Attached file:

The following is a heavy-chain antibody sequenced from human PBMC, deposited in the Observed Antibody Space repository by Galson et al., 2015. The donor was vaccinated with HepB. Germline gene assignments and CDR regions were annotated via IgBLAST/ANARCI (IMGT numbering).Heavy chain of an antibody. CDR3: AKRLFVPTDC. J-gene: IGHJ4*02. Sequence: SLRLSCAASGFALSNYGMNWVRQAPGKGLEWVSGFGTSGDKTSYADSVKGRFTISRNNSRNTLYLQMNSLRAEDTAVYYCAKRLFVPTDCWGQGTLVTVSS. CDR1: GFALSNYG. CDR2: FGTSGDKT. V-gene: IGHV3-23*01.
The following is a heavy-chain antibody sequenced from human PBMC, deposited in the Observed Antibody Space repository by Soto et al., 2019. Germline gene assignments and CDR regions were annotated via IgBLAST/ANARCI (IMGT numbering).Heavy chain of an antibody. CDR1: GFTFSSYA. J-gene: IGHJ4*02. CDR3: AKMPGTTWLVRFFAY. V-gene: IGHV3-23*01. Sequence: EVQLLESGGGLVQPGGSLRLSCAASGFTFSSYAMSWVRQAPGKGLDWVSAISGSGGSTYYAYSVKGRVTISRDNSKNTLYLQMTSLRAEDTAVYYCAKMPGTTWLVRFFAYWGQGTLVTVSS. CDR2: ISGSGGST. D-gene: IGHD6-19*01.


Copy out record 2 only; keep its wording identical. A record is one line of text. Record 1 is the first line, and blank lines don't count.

The following is a heavy-chain antibody sequenced from human PBMC, deposited in the Observed Antibody Space repository by Soto et al., 2019. Germline gene assignments and CDR regions were annotated via IgBLAST/ANARCI (IMGT numbering).Heavy chain of an antibody. CDR1: GFTFSSYA. J-gene: IGHJ4*02. CDR3: AKMPGTTWLVRFFAY. V-gene: IGHV3-23*01. Sequence: EVQLLESGGGLVQPGGSLRLSCAASGFTFSSYAMSWVRQAPGKGLDWVSAISGSGGSTYYAYSVKGRVTISRDNSKNTLYLQMTSLRAEDTAVYYCAKMPGTTWLVRFFAYWGQGTLVTVSS. CDR2: ISGSGGST. D-gene: IGHD6-19*01.